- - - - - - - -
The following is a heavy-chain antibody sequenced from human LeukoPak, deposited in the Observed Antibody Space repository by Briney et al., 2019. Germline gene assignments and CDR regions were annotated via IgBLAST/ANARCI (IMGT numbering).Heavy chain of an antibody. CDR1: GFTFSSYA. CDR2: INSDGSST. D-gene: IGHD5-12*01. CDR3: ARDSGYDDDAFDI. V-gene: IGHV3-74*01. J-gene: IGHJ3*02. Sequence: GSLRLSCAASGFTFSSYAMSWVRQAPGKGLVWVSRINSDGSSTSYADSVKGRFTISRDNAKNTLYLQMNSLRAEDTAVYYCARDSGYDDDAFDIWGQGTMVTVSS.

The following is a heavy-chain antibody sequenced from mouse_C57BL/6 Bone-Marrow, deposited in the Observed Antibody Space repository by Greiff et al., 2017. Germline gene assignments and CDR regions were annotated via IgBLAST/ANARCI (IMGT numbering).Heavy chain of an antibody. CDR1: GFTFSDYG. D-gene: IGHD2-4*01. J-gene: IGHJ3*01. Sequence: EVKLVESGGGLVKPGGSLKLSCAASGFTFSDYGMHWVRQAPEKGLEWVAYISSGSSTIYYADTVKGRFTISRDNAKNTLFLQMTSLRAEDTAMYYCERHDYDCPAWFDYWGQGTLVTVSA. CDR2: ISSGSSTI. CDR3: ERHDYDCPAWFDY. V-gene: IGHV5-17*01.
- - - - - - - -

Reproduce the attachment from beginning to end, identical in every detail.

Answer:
The following is a heavy-chain antibody sequenced from human LeukoPak, deposited in the Observed Antibody Space repository by Briney et al., 2019. Germline gene assignments and CDR regions were annotated via IgBLAST/ANARCI (IMGT numbering).Heavy chain of an antibody. CDR1: GFTFSSYA. CDR2: INSDGSST. D-gene: IGHD5-12*01. CDR3: ARDSGYDDDAFDI. V-gene: IGHV3-74*01. J-gene: IGHJ3*02. Sequence: GSLRLSCAASGFTFSSYAMSWVRQAPGKGLVWVSRINSDGSSTSYADSVKGRFTISRDNAKNTLYLQMNSLRAEDTAVYYCARDSGYDDDAFDIWGQGTMVTVSS.

The following is a heavy-chain antibody sequenced from mouse_C57BL/6 Bone-Marrow, deposited in the Observed Antibody Space repository by Greiff et al., 2017. Germline gene assignments and CDR regions were annotated via IgBLAST/ANARCI (IMGT numbering).Heavy chain of an antibody. CDR1: GFTFSDYG. D-gene: IGHD2-4*01. J-gene: IGHJ3*01. Sequence: EVKLVESGGGLVKPGGSLKLSCAASGFTFSDYGMHWVRQAPEKGLEWVAYISSGSSTIYYADTVKGRFTISRDNAKNTLFLQMTSLRAEDTAMYYCERHDYDCPAWFDYWGQGTLVTVSA. CDR2: ISSGSSTI. CDR3: ERHDYDCPAWFDY. V-gene: IGHV5-17*01.